Dance Profit Sharing

May 8th, 2023
contra
With most endeavors that have a financial component there's a spectrum of approaches that differ on how they assign risk. At the "low risk" end you have agreements to pay a specific amount ("we pay $100/person"), while at the "high risk" end it depends on how things go go ("everyone gets a share of the take"). Contra dance events generally go towards the low risk end: most of the time I'm playing for a fixed fee.

I've been thinking about this, though, because the dance I help run does profit sharing. The idea is, we guarantee $125/performer and then if there's profit left over after fixed expenses half of it goes to the performers. I wasn't around for the initial implementation, but I think there were probably two reasons:

  1. When a band or caller draws a big crowd that's something we'd like to encourage, and we're happy to share some of the rewards with them.

  2. How much money we have available to pay performers depends on attendance. Profit sharing means that we pay performers more, to the extent that it doesn't risk our financial health.

You don't want to go too far in the direction of sharing risk, though, because the event has most of the responsibility for attendance and is also in a better position than many of the performers to take the loss from a low-turnout dance.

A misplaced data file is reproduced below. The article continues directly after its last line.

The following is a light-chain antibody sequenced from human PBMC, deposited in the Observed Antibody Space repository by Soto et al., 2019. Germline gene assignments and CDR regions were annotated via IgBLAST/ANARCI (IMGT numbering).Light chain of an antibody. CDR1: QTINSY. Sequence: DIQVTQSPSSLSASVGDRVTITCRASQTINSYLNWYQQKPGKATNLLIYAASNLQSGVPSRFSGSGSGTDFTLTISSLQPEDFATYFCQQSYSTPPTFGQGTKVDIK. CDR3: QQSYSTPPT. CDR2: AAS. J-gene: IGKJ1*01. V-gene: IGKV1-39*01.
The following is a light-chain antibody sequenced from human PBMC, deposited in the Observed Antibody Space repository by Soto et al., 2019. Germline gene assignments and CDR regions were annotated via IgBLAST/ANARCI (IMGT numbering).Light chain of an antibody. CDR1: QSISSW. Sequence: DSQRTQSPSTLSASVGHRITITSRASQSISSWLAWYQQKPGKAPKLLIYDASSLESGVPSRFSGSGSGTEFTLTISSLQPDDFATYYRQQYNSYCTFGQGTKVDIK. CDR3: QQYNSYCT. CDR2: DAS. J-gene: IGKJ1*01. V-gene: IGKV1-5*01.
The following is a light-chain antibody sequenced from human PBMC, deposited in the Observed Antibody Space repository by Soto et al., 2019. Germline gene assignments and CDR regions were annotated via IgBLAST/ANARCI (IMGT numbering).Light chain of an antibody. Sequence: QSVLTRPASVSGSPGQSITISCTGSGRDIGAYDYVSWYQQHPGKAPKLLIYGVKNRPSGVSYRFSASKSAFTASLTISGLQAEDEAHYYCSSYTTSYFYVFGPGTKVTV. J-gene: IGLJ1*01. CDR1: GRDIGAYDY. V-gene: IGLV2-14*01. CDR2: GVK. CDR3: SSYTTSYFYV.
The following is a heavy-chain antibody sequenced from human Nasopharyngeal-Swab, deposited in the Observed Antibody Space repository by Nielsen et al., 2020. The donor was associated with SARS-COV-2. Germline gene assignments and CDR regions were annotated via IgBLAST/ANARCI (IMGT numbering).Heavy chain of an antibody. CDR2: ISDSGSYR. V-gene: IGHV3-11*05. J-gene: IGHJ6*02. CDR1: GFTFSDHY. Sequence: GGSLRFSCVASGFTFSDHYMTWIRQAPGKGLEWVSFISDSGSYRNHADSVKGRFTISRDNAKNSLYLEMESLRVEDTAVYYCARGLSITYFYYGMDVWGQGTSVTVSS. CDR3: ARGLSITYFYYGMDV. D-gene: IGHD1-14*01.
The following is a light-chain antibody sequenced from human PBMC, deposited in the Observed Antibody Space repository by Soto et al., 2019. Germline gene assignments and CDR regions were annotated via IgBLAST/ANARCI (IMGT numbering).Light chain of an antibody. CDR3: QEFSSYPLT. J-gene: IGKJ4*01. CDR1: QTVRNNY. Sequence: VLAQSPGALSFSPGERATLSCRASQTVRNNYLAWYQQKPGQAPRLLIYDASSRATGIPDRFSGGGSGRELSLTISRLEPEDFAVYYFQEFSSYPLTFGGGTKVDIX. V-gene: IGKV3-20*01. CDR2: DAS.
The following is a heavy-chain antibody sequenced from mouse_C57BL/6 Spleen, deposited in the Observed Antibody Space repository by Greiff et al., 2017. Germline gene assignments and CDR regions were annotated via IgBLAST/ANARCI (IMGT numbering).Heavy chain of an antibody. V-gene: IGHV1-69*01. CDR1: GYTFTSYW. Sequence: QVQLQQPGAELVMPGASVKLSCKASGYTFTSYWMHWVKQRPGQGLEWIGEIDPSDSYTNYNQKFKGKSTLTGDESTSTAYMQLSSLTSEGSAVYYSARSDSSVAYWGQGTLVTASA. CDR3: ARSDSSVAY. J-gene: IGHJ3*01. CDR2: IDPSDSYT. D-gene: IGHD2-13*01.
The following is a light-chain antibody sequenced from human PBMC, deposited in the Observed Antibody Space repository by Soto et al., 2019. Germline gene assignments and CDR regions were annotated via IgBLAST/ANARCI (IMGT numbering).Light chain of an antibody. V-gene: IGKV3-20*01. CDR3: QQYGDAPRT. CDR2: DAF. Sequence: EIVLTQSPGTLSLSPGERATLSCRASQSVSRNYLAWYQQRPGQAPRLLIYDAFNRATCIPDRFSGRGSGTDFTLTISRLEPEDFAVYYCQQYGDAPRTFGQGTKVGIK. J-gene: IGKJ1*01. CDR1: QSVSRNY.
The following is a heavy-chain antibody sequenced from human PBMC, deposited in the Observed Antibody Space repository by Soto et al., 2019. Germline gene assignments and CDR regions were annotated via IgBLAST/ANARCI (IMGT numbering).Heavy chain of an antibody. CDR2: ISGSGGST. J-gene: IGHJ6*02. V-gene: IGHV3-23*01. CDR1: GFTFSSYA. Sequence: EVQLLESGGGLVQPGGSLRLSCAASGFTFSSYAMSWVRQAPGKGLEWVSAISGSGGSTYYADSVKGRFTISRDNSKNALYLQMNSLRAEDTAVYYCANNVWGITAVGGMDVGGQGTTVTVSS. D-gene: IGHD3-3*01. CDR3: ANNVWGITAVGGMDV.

While I like this system overall, a major downside is that it requires you to determine how profitable this event was before paying the performers. I mean, it's possible to just pay everyone the guarantees and sort it out later, but that means following up with people to send additional payments, which might be relatively small. So you're filling out a pretty complicated form by hand at the dance after counting the money when you'd rather be dancing.

Could we get similar effects without needing to compute profit in the moment? What if we use attendance instead? Here's how payments would look with a bonus of $1 for every attendee over 120:

The main places where these two systems differ is in their handling of large and small bands. With the current system a duo is much more likely to get additional money than a quartet, because fixed expenses are two performers lower. While I do play in a duo and would be tempted to say otherwise, I don't see a general reason to pay smaller bands more.

Another nice thing about this structure is that it's easy to tweak to keep the dance financially healthy. The threshold or per-person amount could change in either direction, and it's much less of a big deal than changing guarantees.

I don't know if our dance will switch to this, but if we do I'll plan to post back in a year or so with how it's gone for us.

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